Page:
demarcation line between a service provider and a home network
       due to the usage of Carried Grade NATs in the service provider

   2.  MAs may run on devices that are not always powered up and online.

   3.  A single controller may be responsible for a large number of MAs.

   4.  A large fraction of the MAs may be inactive (i.e., they do not
       perform any measurements) at any given point in time.  Inactive
       MAs may need to be enabled on demand for example to troubleshoot
       specific problems (e.g., as part of customer helpdesk services)
       or to balance measurement traffic load.

3.  Properties of the NETCONF Protocol

   The Network Configuration Protocol (NETCONF) [RFC6241] provides
   mechanisms to install, manipulate, and delete the configuration of
   network devices.  It uses an Extensible Markup Language (XML)-based
   data encoding for the configuration data as well as the protocol
   messages.  The NETCONF protocol operations are realized as remote
   procedure calls (RPCs).

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   The NETCONF protocol runs by default over the Secure Shell protocol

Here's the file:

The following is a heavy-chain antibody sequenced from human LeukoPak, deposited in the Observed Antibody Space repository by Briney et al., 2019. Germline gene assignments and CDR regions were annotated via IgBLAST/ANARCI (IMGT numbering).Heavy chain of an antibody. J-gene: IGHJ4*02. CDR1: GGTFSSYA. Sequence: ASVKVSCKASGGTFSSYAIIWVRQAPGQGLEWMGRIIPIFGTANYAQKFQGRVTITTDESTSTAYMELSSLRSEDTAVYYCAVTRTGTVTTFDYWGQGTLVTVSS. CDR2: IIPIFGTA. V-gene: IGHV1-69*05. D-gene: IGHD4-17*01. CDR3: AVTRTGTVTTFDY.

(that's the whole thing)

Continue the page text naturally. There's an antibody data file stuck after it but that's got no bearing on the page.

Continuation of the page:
(SSH) [RFC6242] but it can also be used over Transport Layer Security
   (TLS) [RFC5539] with pairwise authentication using X.509

   NETCONF has been originally designed to be used on network devices
   such as backbone routers.  A device supporting NETCONF has an
   embedded NETCONF server.  Configuration management applications use
   embedded NETCONF clients to connect to NETCONF servers and then issue
   RPC calls to manipulate the configuration state of the devices.

4.  Discussion

   This section discusses certain technical challenges related to the
   usage of NETCONF to configure MAs.

4.1.  Connection Initiation

   Due to the nature of LMAP MAs (likely located behind NATs), it is
   crucial that MAs initiate connections to a controller.  This is
   currently not supported in NETCONF.  There were previous attempts to
   provide a so called call-home mechanism for NETCONF, see for example
   [I-D.kwatsen-reverse-ssh].  The current state of the art, however, is
   that there is no standardized call home mechanism for NETCONF over

   For the NETCONF over TLS transport [RFC5539], which relies on mutual
   authentication using X.509 certificates, it seems easier to support
   call home.  In fact, the NETCONF over TLS transport specification is
   currently being updated and hence there is an opportunity to get call
   home support into this update on relative short notice.  The work
   essentially requires to detail aspects such as port numbers used to
   connect form a NETCONF server (acting as a TCP client) to a NETCONF
   client (acting as a TCP server).  In addition, a YANG data model
   would be desirable that can be used to configure the call home policy
   (when to call home) and the addresses to connect to and perhaps the